Vreid – Welcome Farewell Review

Vreid // Welcome Farewell
Rating: 2.5/5.0 — And so they ramble…
Label: Indie Recordings
Websites: facebook.com/vreidofficial | myspace.com/thepitchblackbrigade
Release Dates: EU: 2013.02.26 | US: 03.05.2013

Vreid - Welcome, Farewell

After the tragic, but remarkably metal, death of their vocalist, Windir was laid to rest in 2004. From its ashes came Vreid (“wrath” in Norwegian), which barreled onto the scene, knocking ten tons of shit out of listeners with machine gun riffage, under the command of ex-Windir bassist Hváll. Vreid have a black metal flavor that bears more than a few striking similarities to the misanthropic, war and history flavored style of Windir. Outside of that, Vreid have riff-heavy, black ‘n roll similarities to the likes of Carpathian Forest, some of the attitude and energy of Borknagar’s Universal album and a blend of the rocking grooviness of Sepultura and the more traditional and melodic elements of Taake, Koldbrann, Ragnarok, and middle earth’s own Carach Angren. Since 2004 Vreid have released a total of 5 full-length albums and 3 singles and after the impact their V album made on me and the release of the attractive sounding single “The Reap”, I had hugely inflated expectations for Welcome Farewell. It was touch and go for a while there, but I’m well cured, Welcome Farewell falls squarely into that ‘post great album slump’ category.

Vreid get the party started with “The Ramble” … maybe party is a poor choice of words for this rather aptly titled directionless meander, because I sure as hell didn’t find the party. The track is plenty melodic and repetitive in ways that should be, to quote Steel Druhm – “earwormy,” [That sounds painful, actually AMG] as is the rest of the album, but it ends up as you progress that there’s just so MUCH repetition that you arrive at a déjà vu feeling something along the lines of “Where am I?” “Which song am I listening to?” “Have I heard this before?” A sense of vagueness creeps in and instead of familiarity growing with each listen, that gray is further exacerbated with repeat listens.

Vreid 2013The snarling, rasping vocals on Welcome Farewell are left in the capable hands of Sture and just as on V and the albums before there’s nothing wrong with his delicious delivery that’s an aggressive mix of bleakness, beauty, violence and pure ecstasy. Tracks like “Sights of Old” and “Black Waves” have some great vocal moments where Sture pushes his scream to the absolute limit. I’m led to understand that the lyrics on Welcome Farewell describe a life-cycle using short stories, seen from an existential point of view, loosely inspired by Hváll’s own local community – you’re gonna need the lyric sheet to get your head around this one!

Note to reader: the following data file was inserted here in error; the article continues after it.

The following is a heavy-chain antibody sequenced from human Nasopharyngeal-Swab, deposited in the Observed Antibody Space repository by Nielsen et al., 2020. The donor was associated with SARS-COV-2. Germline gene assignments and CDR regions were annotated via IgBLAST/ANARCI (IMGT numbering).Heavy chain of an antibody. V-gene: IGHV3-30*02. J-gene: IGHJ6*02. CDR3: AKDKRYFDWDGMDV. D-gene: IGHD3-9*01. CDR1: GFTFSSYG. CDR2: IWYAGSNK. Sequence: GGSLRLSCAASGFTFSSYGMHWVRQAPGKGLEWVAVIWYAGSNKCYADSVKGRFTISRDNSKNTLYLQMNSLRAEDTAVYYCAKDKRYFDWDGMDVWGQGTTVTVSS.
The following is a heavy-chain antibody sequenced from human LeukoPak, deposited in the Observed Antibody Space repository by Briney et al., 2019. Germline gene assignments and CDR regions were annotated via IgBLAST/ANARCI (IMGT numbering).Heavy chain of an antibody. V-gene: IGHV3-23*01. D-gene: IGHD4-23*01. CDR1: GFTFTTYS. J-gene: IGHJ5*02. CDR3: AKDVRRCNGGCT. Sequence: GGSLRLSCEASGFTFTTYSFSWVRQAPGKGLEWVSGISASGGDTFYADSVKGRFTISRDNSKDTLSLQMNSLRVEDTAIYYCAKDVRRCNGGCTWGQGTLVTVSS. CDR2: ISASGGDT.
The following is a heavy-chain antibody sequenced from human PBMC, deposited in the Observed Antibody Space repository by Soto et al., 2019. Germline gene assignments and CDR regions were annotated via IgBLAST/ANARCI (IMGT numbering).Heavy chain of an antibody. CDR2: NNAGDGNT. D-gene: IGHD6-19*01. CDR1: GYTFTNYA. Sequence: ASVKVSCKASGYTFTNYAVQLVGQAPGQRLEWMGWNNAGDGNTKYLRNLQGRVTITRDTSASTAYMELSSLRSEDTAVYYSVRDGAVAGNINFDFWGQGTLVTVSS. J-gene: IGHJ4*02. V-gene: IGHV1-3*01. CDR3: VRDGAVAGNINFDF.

The production on Welcome Farewell is also much the same as on V, in that it’s modern and clean, with just the right amount of black metal rawness, ensuring you can still pick out the various instruments (including the bass) used by this black ‘n roll machine – such a pity good vocals, an interesting tale or two and decent production aren’t enough to rescue an unimaginative album chock-a-block with filler tracks.

Of the cutting-room floor scraps which made up Welcome Farewell there were a few tracks that while far from sounding new in this barrage of stale metal, they still ended up being fun listens. “The Devils Hand” (a party hearty gallop back to the ’70s), “Welcome Farewell” and “At the Brook” (with their definite Borknagar inspiration) will probably get some repeat play from me from time to time. But for the most part I’m doubtful I’ll pick this album over V when skipping through my playlist. Vreid have chosen speed, fury and repetition over providing fans with something new, imaginative and exciting and it’s definitely to Welcome Farewell’s detriment. On the bright side – I thought I lost my angry with New Keepers of the Water Towers… Thanks to Vreid, it’s back!

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